When hired by the Parker Meridien, our mandate was to increase rack-rate use. During our relationship, transient business at the hotel went up by more than 11 percent — at a time of growing competition in the Manhattan hotel market.
Union Valley Corp., publicly owned developers of adult housing in New Jersey, asked us to introduce a new housing concept – homes for preretired people – and a new housing community tailored for this new market.
We were successful in placing feature stories on the concept in The New York Times, Philadelphia Inquirer, New York Post, New York Daily News and Newark Star Ledger. We also placed stories on the sales opening of the community, the introduction of new models, sales updates and other subjects in these publications and in relevant local newspapers covering the areas in which the complex is located.
Similar articles on the concept and the new community were placed in major builder trade journals, which were used as reprints in the sales office. We also obtained supplemental exposure on radio and TV, to reinforce the print coverage.
The client was able to sell more than 150 homes in less than a year an impressive record in light of the economic climate at the time, and certainly attributable in no small part to our efforts.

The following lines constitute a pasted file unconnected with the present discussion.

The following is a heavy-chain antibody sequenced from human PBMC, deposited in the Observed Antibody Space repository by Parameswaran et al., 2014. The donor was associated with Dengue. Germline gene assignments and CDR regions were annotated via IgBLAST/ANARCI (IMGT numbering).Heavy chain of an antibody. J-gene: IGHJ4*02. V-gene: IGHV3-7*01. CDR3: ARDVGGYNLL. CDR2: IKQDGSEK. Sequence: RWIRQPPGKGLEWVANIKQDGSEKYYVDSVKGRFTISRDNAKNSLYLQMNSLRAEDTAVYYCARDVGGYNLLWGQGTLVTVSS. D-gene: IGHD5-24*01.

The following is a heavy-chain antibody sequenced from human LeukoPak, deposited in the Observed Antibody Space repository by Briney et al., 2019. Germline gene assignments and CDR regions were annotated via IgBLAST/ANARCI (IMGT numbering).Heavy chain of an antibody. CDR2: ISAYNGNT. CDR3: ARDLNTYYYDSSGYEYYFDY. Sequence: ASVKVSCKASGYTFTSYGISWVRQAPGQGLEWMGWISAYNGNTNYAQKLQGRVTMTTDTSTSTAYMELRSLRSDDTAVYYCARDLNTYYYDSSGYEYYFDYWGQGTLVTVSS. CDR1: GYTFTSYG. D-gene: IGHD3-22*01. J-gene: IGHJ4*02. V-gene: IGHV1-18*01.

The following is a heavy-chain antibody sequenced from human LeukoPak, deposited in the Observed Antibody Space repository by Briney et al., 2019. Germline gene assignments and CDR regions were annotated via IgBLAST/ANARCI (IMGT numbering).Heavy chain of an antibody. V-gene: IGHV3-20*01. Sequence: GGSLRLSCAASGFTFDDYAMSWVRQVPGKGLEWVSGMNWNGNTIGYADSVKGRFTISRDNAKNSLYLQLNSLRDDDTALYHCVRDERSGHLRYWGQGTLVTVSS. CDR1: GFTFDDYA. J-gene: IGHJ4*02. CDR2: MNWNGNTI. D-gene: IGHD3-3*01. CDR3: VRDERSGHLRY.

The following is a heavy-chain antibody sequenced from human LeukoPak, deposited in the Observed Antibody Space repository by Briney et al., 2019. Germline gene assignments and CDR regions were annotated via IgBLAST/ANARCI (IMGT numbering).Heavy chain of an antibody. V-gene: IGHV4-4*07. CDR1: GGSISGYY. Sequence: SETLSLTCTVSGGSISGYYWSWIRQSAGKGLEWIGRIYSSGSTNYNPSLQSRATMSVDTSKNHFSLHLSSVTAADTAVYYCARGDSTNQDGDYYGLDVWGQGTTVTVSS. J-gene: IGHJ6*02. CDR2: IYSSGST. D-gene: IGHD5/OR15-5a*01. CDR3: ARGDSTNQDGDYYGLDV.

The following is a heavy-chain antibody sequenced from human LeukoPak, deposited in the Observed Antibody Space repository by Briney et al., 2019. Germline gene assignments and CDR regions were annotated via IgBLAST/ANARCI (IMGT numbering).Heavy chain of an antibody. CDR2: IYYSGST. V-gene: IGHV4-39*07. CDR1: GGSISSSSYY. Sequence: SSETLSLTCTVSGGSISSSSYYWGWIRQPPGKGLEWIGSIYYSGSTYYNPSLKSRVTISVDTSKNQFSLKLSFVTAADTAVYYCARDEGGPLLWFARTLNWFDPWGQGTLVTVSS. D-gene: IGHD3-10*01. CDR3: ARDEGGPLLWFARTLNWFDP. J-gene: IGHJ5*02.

To help market 60 Pineapple Street, a landmark cooperative conversion apartment building in Brooklyn Heights, we undertook a publicity campaign on behalf of MJR Development Corp.
In addition to trade publicity, and placing a variety of press releases in mass media, we were able to arrange a very favorable New York Times Friday residential column, and – some weeks after that – a New York Times Sunday real estate section lead article covering the inducements being offered by developers in Brooklyn Heights.
The client told us he took binders on onefourth of the building the weekend after the Friday column appeared. That building became the most successful in its area.
When the Republicans chose Madison Square Garden as the location for its 2004 convention, we recognized it as a prime opportunity for our client, the New Yorker Hotel. Not only was the hotel very close to the Garden, but it had planned to significantly strengthen its security during the event.
We believed we could garner good exposure for the hotel from reporters covering the convention, by focusing attention on what the hotel was doing about security: to wit, hiring extra staff during the convention, working closely with police and intelligence agencies, designing special ID cards for guests, staffing the outside (as well as inside) with security guards, and running security infomercials on lobby and guestroom television screens. To help insure that the news coverage would be as positive as possible, we worked closely with our client, reviewing effective interviewing techniques, and developing talking points and key messages. We also were in the hotel every day leading up to the convention, helping prepare the client for interviews and potential crises.